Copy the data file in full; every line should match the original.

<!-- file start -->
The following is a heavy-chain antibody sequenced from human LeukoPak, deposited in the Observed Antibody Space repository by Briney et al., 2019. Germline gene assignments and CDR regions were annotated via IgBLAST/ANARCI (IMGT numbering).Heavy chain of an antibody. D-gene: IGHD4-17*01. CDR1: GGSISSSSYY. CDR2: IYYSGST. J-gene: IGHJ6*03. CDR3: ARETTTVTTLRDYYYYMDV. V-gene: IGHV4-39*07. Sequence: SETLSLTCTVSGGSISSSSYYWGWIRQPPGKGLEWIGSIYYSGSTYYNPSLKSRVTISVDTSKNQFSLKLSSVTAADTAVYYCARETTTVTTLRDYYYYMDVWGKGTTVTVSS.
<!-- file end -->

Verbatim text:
The following is a heavy-chain antibody sequenced from human LeukoPak, deposited in the Observed Antibody Space repository by Briney et al., 2019. Germline gene assignments and CDR regions were annotated via IgBLAST/ANARCI (IMGT numbering).Heavy chain of an antibody. D-gene: IGHD4-17*01. CDR1: GGSISSSSYY. CDR2: IYYSGST. J-gene: IGHJ6*03. CDR3: ARETTTVTTLRDYYYYMDV. V-gene: IGHV4-39*07. Sequence: SETLSLTCTVSGGSISSSSYYWGWIRQPPGKGLEWIGSIYYSGSTYYNPSLKSRVTISVDTSKNQFSLKLSSVTAADTAVYYCARETTTVTTLRDYYYYMDVWGKGTTVTVSS.